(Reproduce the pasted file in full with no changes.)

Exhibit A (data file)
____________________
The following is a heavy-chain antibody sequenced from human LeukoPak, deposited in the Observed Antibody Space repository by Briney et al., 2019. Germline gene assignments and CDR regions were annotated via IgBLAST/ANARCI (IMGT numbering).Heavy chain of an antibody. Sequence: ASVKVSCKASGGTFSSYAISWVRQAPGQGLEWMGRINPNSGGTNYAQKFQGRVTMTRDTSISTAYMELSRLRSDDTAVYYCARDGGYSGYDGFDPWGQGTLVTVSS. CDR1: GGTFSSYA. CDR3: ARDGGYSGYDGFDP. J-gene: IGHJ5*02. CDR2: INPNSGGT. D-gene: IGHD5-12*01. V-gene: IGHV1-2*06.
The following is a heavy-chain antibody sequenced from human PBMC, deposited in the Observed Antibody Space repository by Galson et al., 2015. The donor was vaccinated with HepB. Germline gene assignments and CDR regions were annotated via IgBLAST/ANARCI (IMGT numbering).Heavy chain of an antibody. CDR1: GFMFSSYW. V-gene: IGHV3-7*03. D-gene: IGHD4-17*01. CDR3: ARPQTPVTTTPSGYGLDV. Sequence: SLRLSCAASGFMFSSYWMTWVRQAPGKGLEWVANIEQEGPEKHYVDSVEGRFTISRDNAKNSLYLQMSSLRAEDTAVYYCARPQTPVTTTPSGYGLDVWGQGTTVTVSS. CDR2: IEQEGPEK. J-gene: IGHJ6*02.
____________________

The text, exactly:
The following is a heavy-chain antibody sequenced from human LeukoPak, deposited in the Observed Antibody Space repository by Briney et al., 2019. Germline gene assignments and CDR regions were annotated via IgBLAST/ANARCI (IMGT numbering).Heavy chain of an antibody. Sequence: ASVKVSCKASGGTFSSYAISWVRQAPGQGLEWMGRINPNSGGTNYAQKFQGRVTMTRDTSISTAYMELSRLRSDDTAVYYCARDGGYSGYDGFDPWGQGTLVTVSS. CDR1: GGTFSSYA. CDR3: ARDGGYSGYDGFDP. J-gene: IGHJ5*02. CDR2: INPNSGGT. D-gene: IGHD5-12*01. V-gene: IGHV1-2*06.
The following is a heavy-chain antibody sequenced from human PBMC, deposited in the Observed Antibody Space repository by Galson et al., 2015. The donor was vaccinated with HepB. Germline gene assignments and CDR regions were annotated via IgBLAST/ANARCI (IMGT numbering).Heavy chain of an antibody. CDR1: GFMFSSYW. V-gene: IGHV3-7*03. D-gene: IGHD4-17*01. CDR3: ARPQTPVTTTPSGYGLDV. Sequence: SLRLSCAASGFMFSSYWMTWVRQAPGKGLEWVANIEQEGPEKHYVDSVEGRFTISRDNAKNSLYLQMSSLRAEDTAVYYCARPQTPVTTTPSGYGLDVWGQGTTVTVSS. CDR2: IEQEGPEK. J-gene: IGHJ6*02.